"We have 60 or more students in the same classes, all of them away from home, probably for the first time, and, in general, all of them are going through basically the same changes and adjustments," McDonald explains. "GOAL students can look around their classes and see a bunch of people that they live next to, and that makes it a lot easier to form study groups and meet other people. . . . In general, this is added help that most other freshmen don't get.
"Getting to know 60 other students and making friends with them, participating in study groups, living in proximity to your classmates, and getting actively involved with groups and organizations on campus--these are just some of the facets of GOAL which make it less likely that freshmen students are going to leave Tech after one or two semesters," McDonald adds.
As part of the GOAL program, participants are required to take a semester-long class, "Strategies of the Successful Student," which covers germane topics such as academic success skills, community building, and personal and professional development.
Richard Ortega, director of Tech's Office for Advancement, teaches two to three sections of the "Strategies of the Successful Student" class each semester and has observed that students who take the class are generally "more satisfied with their collegiate experience and are more integrated into the university community" than the average Tech freshman.
"GOAL students often begin forming supportive learning communities through study groups and other collaborative learning arrangements," Ortega says, "and this is not something they would have done on their own."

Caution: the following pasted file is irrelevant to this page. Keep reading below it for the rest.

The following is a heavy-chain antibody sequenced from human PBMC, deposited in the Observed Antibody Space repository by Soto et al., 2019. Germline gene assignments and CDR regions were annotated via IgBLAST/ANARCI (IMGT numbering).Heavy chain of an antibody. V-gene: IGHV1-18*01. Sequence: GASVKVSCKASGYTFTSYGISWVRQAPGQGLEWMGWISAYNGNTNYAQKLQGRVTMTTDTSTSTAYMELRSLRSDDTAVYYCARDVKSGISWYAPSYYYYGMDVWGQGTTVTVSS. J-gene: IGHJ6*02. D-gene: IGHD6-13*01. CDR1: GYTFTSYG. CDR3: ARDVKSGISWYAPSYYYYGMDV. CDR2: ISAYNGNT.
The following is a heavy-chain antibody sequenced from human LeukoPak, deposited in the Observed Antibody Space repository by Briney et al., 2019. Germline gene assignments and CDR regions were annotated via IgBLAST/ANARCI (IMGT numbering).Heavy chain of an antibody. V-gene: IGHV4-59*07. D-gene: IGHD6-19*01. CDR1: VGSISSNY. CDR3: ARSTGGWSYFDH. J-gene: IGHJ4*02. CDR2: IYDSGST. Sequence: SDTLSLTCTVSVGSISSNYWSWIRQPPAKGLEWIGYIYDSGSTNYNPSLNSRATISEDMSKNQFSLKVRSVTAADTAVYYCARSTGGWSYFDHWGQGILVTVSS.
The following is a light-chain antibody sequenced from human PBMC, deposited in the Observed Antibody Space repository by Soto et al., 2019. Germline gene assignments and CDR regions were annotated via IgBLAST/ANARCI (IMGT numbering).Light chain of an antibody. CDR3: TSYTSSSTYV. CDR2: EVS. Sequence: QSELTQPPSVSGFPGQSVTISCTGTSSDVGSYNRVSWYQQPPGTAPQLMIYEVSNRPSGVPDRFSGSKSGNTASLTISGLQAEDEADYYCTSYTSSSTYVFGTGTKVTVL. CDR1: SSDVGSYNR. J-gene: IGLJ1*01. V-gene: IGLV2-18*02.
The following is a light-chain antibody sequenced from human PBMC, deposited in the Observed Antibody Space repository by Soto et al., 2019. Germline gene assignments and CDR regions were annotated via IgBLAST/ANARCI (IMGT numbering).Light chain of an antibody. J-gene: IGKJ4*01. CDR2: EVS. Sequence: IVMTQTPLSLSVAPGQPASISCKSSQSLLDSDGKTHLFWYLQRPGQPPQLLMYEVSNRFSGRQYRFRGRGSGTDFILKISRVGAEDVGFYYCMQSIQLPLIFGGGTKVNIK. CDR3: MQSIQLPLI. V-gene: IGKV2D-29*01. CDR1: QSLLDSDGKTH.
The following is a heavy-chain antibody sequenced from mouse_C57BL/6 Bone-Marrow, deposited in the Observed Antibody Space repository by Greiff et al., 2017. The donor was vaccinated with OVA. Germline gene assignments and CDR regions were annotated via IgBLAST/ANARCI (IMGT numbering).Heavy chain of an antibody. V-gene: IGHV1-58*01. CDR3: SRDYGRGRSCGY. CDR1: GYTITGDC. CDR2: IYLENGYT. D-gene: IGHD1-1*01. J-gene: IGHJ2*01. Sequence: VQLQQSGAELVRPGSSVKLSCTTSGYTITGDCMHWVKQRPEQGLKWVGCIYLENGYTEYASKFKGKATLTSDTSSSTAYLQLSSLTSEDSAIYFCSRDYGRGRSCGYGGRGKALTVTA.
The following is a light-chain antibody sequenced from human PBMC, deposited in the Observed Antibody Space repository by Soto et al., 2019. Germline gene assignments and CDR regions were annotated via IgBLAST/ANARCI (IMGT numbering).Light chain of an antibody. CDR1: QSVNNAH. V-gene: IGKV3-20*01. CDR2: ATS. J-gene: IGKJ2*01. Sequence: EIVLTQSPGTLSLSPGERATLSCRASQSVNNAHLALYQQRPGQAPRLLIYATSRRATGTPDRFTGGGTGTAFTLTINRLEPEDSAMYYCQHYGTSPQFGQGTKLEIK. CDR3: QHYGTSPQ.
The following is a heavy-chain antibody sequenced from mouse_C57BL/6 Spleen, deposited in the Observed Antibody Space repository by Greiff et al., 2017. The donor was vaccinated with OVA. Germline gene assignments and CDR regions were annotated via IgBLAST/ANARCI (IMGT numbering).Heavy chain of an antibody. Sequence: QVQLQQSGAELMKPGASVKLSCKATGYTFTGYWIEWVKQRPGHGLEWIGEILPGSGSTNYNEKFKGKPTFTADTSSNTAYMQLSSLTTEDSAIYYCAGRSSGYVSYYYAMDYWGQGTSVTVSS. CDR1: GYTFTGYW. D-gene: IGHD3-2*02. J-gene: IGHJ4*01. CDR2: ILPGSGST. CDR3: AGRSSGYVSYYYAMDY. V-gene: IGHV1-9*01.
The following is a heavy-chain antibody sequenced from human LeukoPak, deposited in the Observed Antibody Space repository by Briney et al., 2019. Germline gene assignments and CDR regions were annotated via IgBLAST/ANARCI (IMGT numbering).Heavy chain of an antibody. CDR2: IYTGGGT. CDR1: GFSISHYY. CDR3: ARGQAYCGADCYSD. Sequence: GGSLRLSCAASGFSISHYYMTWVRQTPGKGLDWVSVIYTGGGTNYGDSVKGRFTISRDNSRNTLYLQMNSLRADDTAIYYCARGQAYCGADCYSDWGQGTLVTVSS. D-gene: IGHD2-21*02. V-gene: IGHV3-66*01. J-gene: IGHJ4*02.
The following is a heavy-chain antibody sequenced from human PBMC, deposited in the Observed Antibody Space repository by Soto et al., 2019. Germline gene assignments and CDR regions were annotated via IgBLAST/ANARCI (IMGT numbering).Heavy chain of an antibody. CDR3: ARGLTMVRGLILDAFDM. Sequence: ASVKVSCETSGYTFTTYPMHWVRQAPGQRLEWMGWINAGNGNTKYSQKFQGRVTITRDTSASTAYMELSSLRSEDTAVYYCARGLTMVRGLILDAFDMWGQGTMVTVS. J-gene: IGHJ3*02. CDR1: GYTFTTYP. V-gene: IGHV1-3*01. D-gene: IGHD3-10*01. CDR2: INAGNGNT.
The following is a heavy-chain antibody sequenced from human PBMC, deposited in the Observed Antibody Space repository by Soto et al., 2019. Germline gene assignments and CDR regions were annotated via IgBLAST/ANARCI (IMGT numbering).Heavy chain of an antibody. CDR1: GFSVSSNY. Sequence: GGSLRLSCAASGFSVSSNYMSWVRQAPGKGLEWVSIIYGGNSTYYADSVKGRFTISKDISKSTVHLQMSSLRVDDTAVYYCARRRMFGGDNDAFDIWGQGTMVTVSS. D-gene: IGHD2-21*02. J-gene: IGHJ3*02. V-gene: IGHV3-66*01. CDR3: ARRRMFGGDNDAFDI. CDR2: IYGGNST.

Other important academic skills learned in the "Success" course, as it is commonly known, include developing positive interactions with faculty; accessing campus resources; practical time management; and establishing clear goals, along with personal plans to realize them.
"The 'Success' course also helps to motivate students by giving them a clear understanding of what is involved in pursuing and obtaining a career in a science or engineering field," Ortega asserts. "Likewise, they begin to get a better understanding of the rewards and opportunities these science and engineering careers can bring them."
A committee has been formed at New Mexico Tech to assess what the GOAL program has done so far and to plan the direction that it should take in the future, Stone says.
"Maybe we can eventually expand GOAL into a first-year experience for all new Tech students," he adds. "That would mean we'd be reaching 250 freshmen instead of just 70."
And, if 250 New Mexico Tech freshmen return for their sophomore years, the university's enrollment can only climb and the students would be more successful in their academic achievement.
But even with an expanded GOAL program, getting everyone to stay at Tech through that crucial transition year between freshman and sophomore may not ever be entirely possible.
Popp says there are two types of students who don't return to New Mexico Tech for their sophomore year: those who are having academic difficulty and those who leave in good standing.
"We can try to help out the ones who are having academic difficulties," Popp maintains, "but until we find out why the other students are leaving, there's not much we can do about it. . . . And that's something we're trying to find out."